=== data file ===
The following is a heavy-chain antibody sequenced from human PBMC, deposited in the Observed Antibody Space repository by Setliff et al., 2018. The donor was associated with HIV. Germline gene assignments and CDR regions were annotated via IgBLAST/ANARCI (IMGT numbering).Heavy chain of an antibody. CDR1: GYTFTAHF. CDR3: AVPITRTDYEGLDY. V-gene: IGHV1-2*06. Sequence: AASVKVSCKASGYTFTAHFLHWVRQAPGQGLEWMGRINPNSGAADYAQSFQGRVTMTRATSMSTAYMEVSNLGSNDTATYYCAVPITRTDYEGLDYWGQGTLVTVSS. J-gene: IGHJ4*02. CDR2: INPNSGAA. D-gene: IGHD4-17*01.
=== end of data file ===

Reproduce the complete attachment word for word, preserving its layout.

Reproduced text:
The following is a heavy-chain antibody sequenced from human PBMC, deposited in the Observed Antibody Space repository by Setliff et al., 2018. The donor was associated with HIV. Germline gene assignments and CDR regions were annotated via IgBLAST/ANARCI (IMGT numbering).Heavy chain of an antibody. CDR1: GYTFTAHF. CDR3: AVPITRTDYEGLDY. V-gene: IGHV1-2*06. Sequence: AASVKVSCKASGYTFTAHFLHWVRQAPGQGLEWMGRINPNSGAADYAQSFQGRVTMTRATSMSTAYMEVSNLGSNDTATYYCAVPITRTDYEGLDYWGQGTLVTVSS. J-gene: IGHJ4*02. CDR2: INPNSGAA. D-gene: IGHD4-17*01.